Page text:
Friday, November 28, 2008

GDE Colloquium on their M&E Framework

Recently the Gauteng Department of Education held a colloquium on their Monitoring and Evaluation Framework. As one of the speakers, I reflected on the fact that M&E frameworks often erroneously assume that the evaluand is a stable system. I argued that there are multiple triggers that leads to the evolution of the evaluand and that this has implications for M&E.

Triggers for evolving systems, organizations, policies, programmes & interventions
(Morell, J.A. (2005). Why are there unintended consequences of program action, and what are the implications for doing evaluation? In American Journal of Evaluation 2005 (26) p 444 - 463 )
• Unforeseen consequences
– Weak application of analytical frameworks, failure to capture experience of past research
• Unforeseeable consequences
– Changing environments
• Overlooked consequences
– Known consequences are ignored for practical, political or ideological reasons
• Learning & Adapting
– As implementation happens, the learning is used to adapt
• Selection Effects
– If different approaches are tried, those that are successful are likely to be replicated and those that are unsuccessful are unlikely to be replicated.

Implications for M&E
• M&E needs to work in aid of evolution (not just change)
– The M&E framework should be key in allowing the GDE to adapt, learn, respond to changes
• Not just by ensuring that the right information is tracked, but to ensure that the right people have access to it at the right time.
• M&E needs to respond to evolution
– As the Evaluand changes, some indicators will be incorrectly focused or missing, so the framework will have to be updated periodically
– It might be necessary to implement measures that go beyond checking “whether the Dept makes progress towards reaching its goals and objectives”
• Diversity of input into the design of the framework
• Using appropriate evaluation methods
– Consider expected impacts of change in planning for roll-out of M&E

Critical analysis of an M&E framework
• Does it ask the right questions in order for us to judge the merit, worth or value” of that which we are monitoring / evaluating?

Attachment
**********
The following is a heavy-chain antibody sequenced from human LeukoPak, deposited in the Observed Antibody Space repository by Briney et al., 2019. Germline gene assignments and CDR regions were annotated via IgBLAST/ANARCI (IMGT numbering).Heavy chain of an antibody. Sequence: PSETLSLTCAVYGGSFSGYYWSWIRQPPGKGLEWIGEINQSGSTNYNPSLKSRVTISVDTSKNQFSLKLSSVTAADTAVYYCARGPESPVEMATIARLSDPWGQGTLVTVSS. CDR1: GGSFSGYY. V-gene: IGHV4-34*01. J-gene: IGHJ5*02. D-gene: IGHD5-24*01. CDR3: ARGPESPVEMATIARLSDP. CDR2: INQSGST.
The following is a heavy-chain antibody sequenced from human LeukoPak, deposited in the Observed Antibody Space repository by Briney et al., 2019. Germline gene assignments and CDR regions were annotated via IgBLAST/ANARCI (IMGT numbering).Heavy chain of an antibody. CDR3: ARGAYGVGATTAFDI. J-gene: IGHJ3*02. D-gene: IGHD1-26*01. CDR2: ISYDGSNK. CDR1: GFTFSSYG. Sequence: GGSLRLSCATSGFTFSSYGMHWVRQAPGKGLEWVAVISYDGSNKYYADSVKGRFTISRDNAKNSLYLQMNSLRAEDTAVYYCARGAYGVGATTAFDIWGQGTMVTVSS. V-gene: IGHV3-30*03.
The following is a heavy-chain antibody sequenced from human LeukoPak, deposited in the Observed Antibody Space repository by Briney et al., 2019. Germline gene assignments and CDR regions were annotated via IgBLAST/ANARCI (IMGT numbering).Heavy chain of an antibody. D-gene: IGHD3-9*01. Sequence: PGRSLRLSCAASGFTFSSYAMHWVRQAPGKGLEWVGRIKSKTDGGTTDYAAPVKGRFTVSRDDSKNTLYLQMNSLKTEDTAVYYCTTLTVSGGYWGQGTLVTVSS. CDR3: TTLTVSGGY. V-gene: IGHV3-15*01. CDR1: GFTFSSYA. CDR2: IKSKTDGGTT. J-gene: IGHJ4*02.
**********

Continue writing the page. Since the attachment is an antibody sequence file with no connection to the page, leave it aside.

• Does it allow for credible & reliable evidence to be used?

Types of Questions to ask
(Chelimsky, E. (2007). Factors Influencing the Choice of Methods in Federal Evaluation Practice. New Directions for Evaluation 113. p 13 - 33)

• Descriptive questions: Questions that focus on determining how many, what proportion etc. for the purposes of describing some aspect of the education context. (e.g. if you were interested in finding out what the drop out rate for no-fee schools is)
• Normative questions: Questions that compare outcomes of an intervention (such as the implementation of new policies) against a pre-existing standard or norm. Norm referenced questions can use various standards to compare against:
– Previous measures for the group that’s exposed to the policy intervention (e.g. if you compare the current drop-out rate to the previous drop-out rate for a specific set of schools affected by the policy)
– A widely negotiated and accepted standard (e.g. if it was accepted that a 5% drop out rate is acceptable, you can check whether the schools currently have that drop-out rate or not)
– Measure from another similar group (e.g. if you compare the drop-out rate for different types of schools)
• Attributive questions: Questions that attempt to attribute outcomes directly to an intervention like a policy change or a programme (Is the change in the drop-out rate in no-fee schools due to the implementation of the no-fee school policy)